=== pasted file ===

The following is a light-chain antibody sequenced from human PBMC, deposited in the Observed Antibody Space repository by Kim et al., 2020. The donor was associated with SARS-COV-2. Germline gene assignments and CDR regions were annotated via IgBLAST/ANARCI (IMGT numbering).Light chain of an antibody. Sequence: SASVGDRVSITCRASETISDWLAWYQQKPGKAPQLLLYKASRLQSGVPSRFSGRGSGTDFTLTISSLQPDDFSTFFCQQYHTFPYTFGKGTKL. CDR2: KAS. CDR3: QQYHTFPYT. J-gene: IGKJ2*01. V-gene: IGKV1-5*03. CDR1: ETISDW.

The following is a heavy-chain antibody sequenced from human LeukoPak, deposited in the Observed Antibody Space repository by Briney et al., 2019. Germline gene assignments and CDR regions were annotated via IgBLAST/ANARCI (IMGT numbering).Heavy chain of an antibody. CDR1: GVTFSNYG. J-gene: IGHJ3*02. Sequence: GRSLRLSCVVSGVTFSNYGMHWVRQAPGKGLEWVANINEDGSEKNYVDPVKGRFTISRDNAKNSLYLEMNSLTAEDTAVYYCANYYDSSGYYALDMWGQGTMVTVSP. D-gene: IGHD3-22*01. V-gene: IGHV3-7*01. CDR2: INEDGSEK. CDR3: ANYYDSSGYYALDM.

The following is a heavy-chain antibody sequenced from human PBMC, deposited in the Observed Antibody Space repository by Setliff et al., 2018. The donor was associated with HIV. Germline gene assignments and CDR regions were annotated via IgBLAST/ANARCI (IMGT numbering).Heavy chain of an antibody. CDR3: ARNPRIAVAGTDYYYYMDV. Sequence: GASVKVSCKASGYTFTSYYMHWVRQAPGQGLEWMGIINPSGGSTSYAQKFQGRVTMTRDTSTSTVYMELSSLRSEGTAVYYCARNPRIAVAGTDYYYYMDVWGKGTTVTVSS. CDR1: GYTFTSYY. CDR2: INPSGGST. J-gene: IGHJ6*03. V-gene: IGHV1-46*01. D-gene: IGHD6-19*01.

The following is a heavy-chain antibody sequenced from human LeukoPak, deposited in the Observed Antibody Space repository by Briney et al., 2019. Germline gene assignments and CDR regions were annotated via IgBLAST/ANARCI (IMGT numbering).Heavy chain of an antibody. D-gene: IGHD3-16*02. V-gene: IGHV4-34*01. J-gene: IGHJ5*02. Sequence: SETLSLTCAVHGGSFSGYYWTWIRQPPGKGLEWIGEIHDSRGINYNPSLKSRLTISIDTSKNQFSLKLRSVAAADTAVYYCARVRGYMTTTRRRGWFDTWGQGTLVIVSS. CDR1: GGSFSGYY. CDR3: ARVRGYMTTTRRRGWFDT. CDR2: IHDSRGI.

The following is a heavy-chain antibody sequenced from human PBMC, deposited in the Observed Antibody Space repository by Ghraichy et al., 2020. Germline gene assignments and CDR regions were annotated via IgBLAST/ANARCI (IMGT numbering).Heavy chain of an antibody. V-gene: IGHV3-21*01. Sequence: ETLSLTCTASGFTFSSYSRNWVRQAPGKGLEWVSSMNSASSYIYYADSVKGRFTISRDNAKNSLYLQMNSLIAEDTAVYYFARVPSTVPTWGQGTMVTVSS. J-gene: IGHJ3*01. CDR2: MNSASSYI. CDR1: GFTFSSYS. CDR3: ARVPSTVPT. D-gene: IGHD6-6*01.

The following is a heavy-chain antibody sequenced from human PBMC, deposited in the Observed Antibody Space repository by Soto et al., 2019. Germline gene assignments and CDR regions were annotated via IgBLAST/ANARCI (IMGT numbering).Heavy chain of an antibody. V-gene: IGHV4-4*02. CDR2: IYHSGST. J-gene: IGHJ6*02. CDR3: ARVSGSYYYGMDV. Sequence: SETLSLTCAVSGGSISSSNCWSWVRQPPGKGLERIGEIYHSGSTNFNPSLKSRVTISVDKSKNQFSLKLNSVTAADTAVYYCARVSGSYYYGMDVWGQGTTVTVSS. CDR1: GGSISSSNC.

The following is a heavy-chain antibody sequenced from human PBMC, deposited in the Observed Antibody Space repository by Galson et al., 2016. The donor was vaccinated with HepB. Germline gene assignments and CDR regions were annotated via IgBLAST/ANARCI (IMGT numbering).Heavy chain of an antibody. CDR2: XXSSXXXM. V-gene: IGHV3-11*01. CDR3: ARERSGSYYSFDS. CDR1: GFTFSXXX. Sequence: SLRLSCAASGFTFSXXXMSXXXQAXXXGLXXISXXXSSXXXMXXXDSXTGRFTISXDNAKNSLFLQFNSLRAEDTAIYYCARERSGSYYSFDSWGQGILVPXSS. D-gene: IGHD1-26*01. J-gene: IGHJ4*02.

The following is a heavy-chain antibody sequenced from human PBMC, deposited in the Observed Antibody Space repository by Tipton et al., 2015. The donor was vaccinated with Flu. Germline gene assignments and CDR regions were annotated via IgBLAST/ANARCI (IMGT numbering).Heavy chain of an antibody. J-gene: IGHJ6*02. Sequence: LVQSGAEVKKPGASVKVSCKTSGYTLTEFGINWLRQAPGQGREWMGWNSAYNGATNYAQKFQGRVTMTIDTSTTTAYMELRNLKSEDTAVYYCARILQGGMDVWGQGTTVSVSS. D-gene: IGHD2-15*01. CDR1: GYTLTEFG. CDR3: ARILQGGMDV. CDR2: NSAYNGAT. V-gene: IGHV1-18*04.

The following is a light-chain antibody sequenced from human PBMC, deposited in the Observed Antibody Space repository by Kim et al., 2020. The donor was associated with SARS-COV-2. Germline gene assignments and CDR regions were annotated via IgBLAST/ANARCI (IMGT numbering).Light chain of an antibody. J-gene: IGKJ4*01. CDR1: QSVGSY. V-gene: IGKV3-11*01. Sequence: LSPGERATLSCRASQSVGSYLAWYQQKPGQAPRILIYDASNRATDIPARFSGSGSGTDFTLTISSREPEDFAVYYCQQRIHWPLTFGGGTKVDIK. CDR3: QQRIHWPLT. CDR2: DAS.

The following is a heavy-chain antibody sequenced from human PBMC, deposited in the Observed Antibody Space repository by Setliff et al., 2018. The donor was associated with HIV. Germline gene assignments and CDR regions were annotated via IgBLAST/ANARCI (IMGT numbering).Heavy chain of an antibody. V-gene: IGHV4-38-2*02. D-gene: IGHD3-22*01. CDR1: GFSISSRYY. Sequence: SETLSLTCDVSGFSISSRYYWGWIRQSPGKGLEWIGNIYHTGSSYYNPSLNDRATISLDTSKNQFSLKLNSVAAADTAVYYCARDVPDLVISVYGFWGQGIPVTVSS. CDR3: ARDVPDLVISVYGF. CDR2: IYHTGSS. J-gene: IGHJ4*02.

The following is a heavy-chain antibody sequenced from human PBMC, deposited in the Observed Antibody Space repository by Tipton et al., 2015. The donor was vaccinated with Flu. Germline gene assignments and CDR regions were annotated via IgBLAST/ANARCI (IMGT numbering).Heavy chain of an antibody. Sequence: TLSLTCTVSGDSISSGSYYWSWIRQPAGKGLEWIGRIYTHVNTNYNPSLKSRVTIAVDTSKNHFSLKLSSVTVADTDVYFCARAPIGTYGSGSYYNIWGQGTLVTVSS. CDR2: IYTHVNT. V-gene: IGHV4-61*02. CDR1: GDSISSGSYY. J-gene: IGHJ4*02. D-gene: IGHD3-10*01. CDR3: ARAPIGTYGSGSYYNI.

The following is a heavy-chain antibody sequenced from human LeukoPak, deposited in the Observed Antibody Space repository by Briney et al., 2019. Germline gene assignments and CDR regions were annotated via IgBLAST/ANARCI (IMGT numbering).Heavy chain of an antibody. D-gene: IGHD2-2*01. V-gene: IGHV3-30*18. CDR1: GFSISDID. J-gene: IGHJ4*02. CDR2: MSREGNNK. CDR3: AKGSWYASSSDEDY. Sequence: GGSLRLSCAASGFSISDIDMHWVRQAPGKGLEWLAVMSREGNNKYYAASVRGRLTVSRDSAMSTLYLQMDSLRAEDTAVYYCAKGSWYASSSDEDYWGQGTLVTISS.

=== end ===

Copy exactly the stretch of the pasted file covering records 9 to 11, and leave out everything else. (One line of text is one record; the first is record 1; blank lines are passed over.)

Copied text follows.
The following is a light-chain antibody sequenced from human PBMC, deposited in the Observed Antibody Space repository by Kim et al., 2020. The donor was associated with SARS-COV-2. Germline gene assignments and CDR regions were annotated via IgBLAST/ANARCI (IMGT numbering).Light chain of an antibody. J-gene: IGKJ4*01. CDR1: QSVGSY. V-gene: IGKV3-11*01. Sequence: LSPGERATLSCRASQSVGSYLAWYQQKPGQAPRILIYDASNRATDIPARFSGSGSGTDFTLTISSREPEDFAVYYCQQRIHWPLTFGGGTKVDIK. CDR3: QQRIHWPLT. CDR2: DAS.

The following is a heavy-chain antibody sequenced from human PBMC, deposited in the Observed Antibody Space repository by Setliff et al., 2018. The donor was associated with HIV. Germline gene assignments and CDR regions were annotated via IgBLAST/ANARCI (IMGT numbering).Heavy chain of an antibody. V-gene: IGHV4-38-2*02. D-gene: IGHD3-22*01. CDR1: GFSISSRYY. Sequence: SETLSLTCDVSGFSISSRYYWGWIRQSPGKGLEWIGNIYHTGSSYYNPSLNDRATISLDTSKNQFSLKLNSVAAADTAVYYCARDVPDLVISVYGFWGQGIPVTVSS. CDR3: ARDVPDLVISVYGF. CDR2: IYHTGSS. J-gene: IGHJ4*02.

The following is a heavy-chain antibody sequenced from human PBMC, deposited in the Observed Antibody Space repository by Tipton et al., 2015. The donor was vaccinated with Flu. Germline gene assignments and CDR regions were annotated via IgBLAST/ANARCI (IMGT numbering).Heavy chain of an antibody. Sequence: TLSLTCTVSGDSISSGSYYWSWIRQPAGKGLEWIGRIYTHVNTNYNPSLKSRVTIAVDTSKNHFSLKLSSVTVADTDVYFCARAPIGTYGSGSYYNIWGQGTLVTVSS. CDR2: IYTHVNT. V-gene: IGHV4-61*02. CDR1: GDSISSGSYY. J-gene: IGHJ4*02. D-gene: IGHD3-10*01. CDR3: ARAPIGTYGSGSYYNI.